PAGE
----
val currentGeofenceIndex = viewModel.nextGeofenceIndex()
if(currentGeofenceIndex >= GeofencingConstants.NUM_LANDMARKS){
   removeGeofences()
   viewModel.geofenceActivated()
   return
}
val currentGeofenceData = GeofencingConstants.LANDMARK_DATA[currentGeofenceIndex]
val geofence = Geofence.Builder()
   .setRequestId(currentGeofenceData.id)
   .setCircularRegion(currentGeofenceData.latLong.latitude,
       currentGeofenceData.latLong.longitude,
       GeofencingConstants.GEOFENCE_RADIUS_IN_METERS
   )
   .setExpirationDuration(GeofencingConstants.GEOFENCE_EXPIRATION_IN_MILLISECONDS)
   .setTransitionTypes(Geofence.GEOFENCE_TRANSITION_ENTER)
   .build()
val geofencingRequest = GeofencingRequest.Builder()
   .setInitialTrigger(GeofencingRequest.INITIAL_TRIGGER_ENTER)
   .addGeofence(geofence)
   .build()
geofencingClient.removeGeofences(geofencePendingIntent)?.run {
}
addOnCompleteListener {
   geofencingClient.addGeofences(geofencingRequest, geofencePendingIntent)?.run {
          }
}
addOnSuccessListener {
   Toast.makeText(this@HuntMainActivity, R.string.geofences_added,
       Toast.LENGTH_SHORT)
       .show()
   Log.e("Add Geofence", geofence.requestId)
   viewModel.geofenceActivated()
}
addOnFailureListener {
   Toast.makeText(this@HuntMainActivity, R.string.geofences_not_added,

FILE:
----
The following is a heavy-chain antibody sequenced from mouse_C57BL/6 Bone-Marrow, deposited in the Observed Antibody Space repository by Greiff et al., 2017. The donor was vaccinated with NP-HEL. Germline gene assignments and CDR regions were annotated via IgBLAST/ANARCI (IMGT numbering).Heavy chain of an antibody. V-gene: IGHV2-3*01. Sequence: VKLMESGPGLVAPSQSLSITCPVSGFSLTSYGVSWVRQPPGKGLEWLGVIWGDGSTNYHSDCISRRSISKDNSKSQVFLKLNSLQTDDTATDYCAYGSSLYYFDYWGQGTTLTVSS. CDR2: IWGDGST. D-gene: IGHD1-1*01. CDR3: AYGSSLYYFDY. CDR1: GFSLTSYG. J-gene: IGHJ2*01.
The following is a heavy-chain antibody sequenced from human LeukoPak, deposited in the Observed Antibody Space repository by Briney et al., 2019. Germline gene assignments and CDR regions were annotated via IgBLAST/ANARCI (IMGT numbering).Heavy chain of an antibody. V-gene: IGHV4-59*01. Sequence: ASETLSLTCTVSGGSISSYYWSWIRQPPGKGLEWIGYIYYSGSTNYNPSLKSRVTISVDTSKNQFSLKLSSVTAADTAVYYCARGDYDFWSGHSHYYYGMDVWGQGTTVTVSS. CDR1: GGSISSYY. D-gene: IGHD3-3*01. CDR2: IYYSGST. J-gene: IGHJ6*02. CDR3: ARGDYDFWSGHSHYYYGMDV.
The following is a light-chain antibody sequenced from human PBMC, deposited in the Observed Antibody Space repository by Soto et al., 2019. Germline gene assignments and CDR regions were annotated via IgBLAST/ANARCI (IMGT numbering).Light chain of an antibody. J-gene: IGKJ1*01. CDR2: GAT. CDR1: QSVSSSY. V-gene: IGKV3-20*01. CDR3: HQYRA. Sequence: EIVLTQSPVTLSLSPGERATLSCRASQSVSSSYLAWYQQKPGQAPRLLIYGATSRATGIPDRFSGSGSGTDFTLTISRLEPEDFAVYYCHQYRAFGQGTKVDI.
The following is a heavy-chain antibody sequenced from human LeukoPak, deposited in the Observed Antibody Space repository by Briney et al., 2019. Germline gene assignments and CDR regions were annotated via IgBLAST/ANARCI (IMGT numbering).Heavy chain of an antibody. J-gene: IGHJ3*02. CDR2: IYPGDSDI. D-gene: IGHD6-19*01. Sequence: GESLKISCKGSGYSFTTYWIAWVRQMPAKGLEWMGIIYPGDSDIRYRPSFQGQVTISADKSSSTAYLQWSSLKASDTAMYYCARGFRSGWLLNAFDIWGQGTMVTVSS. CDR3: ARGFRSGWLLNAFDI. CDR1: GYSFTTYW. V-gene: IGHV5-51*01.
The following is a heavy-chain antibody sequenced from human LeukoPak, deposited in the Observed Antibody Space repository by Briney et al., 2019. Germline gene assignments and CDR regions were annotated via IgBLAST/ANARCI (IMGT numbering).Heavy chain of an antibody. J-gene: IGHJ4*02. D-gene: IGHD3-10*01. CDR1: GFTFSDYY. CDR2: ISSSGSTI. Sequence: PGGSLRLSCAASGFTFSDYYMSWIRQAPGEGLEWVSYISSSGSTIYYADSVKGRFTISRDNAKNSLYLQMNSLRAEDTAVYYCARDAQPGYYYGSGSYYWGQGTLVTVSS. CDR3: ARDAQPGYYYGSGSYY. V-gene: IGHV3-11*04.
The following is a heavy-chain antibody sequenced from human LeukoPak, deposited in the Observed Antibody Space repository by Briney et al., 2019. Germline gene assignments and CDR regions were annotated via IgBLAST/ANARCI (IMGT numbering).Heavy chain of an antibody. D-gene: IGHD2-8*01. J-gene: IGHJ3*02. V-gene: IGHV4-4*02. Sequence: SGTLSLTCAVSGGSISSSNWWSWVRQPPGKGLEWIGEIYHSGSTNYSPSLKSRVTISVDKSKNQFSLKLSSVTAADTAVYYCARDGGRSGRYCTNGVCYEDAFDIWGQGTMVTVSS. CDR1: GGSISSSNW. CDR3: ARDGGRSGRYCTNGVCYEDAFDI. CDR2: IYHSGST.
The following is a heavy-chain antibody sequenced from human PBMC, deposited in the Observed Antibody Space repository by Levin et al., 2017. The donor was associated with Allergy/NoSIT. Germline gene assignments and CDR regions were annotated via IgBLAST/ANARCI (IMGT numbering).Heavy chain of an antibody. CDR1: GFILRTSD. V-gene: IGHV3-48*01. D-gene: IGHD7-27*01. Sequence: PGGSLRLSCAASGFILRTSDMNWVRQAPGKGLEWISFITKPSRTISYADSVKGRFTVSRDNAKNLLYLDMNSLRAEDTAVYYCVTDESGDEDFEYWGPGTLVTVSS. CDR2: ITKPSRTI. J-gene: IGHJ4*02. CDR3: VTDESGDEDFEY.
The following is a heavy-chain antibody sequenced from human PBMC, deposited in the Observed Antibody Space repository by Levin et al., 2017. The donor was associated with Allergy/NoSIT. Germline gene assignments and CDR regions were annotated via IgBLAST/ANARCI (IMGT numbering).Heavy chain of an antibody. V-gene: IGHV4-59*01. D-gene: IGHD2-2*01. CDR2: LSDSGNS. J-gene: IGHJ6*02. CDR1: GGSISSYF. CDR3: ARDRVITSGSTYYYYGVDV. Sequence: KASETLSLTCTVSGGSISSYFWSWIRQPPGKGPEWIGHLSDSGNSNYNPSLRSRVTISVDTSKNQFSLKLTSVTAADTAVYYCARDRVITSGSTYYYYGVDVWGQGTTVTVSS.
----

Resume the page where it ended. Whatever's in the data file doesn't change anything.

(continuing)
Toast.LENGTH_SHORT).show()
   if ((it.message != null)) {
       Log.w(TAG, it.message)
   }
}
  1. Run your app. Your screen should display a clue, and a toast that tells you that the geofence has been added.

Your app now adds geofences. However, try to navigate to the Golden Gate Bridge (the correct location for the default first clue). Nothing happens. Why is that?

When the user enters a geofence established by a clue, in this case the Golden Gate Bridge, you want to be notified, so that you can present the next clue. You can do this by using a Broadcast receiver that can receive details about geofence transition events.

Android apps can send or receive broadcast messages from the Android system and other apps using Broadcast Receivers. They use the publish-subscribe design pattern, where broadcasts are sent out, and apps can register to receive specific broadcasts. When a subscribed broadcast is sent out, the app is notified.

Step 1: Override the onReceive() method

  1. In GeofenceBroadcastReceiver.kt, find the onReceive() function and copy this code into the class. Each step is explained in the bullet points below.
override fun onReceive(context: Context, intent: Intent) {
   if (intent.action == ACTION_GEOFENCE_EVENT) {
       val geofencingEvent = GeofencingEvent.fromIntent(intent)

       if (geofencingEvent.hasError()) {
           val errorMessage = errorMessage(context, geofencingEvent.errorCode)